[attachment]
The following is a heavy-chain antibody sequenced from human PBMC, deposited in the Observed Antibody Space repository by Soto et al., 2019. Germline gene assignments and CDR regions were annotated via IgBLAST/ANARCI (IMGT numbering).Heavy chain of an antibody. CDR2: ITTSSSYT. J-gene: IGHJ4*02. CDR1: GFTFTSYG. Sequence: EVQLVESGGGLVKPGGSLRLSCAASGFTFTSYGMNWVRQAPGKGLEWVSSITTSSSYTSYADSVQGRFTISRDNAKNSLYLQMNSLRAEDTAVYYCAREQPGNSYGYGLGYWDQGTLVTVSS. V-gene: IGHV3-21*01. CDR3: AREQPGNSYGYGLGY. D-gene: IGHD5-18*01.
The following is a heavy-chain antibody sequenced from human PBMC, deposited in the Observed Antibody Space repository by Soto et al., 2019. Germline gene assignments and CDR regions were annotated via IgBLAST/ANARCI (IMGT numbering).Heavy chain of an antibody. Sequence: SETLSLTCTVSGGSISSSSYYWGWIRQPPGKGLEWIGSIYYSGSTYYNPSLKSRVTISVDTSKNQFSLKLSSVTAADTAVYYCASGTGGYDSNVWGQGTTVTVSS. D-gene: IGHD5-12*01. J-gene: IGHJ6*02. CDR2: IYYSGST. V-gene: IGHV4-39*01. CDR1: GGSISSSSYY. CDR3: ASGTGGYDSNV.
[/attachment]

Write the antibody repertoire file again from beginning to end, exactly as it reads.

The following is a heavy-chain antibody sequenced from human PBMC, deposited in the Observed Antibody Space repository by Soto et al., 2019. Germline gene assignments and CDR regions were annotated via IgBLAST/ANARCI (IMGT numbering).Heavy chain of an antibody. CDR2: ITTSSSYT. J-gene: IGHJ4*02. CDR1: GFTFTSYG. Sequence: EVQLVESGGGLVKPGGSLRLSCAASGFTFTSYGMNWVRQAPGKGLEWVSSITTSSSYTSYADSVQGRFTISRDNAKNSLYLQMNSLRAEDTAVYYCAREQPGNSYGYGLGYWDQGTLVTVSS. V-gene: IGHV3-21*01. CDR3: AREQPGNSYGYGLGY. D-gene: IGHD5-18*01.
The following is a heavy-chain antibody sequenced from human PBMC, deposited in the Observed Antibody Space repository by Soto et al., 2019. Germline gene assignments and CDR regions were annotated via IgBLAST/ANARCI (IMGT numbering).Heavy chain of an antibody. Sequence: SETLSLTCTVSGGSISSSSYYWGWIRQPPGKGLEWIGSIYYSGSTYYNPSLKSRVTISVDTSKNQFSLKLSSVTAADTAVYYCASGTGGYDSNVWGQGTTVTVSS. D-gene: IGHD5-12*01. J-gene: IGHJ6*02. CDR2: IYYSGST. V-gene: IGHV4-39*01. CDR1: GGSISSSSYY. CDR3: ASGTGGYDSNV.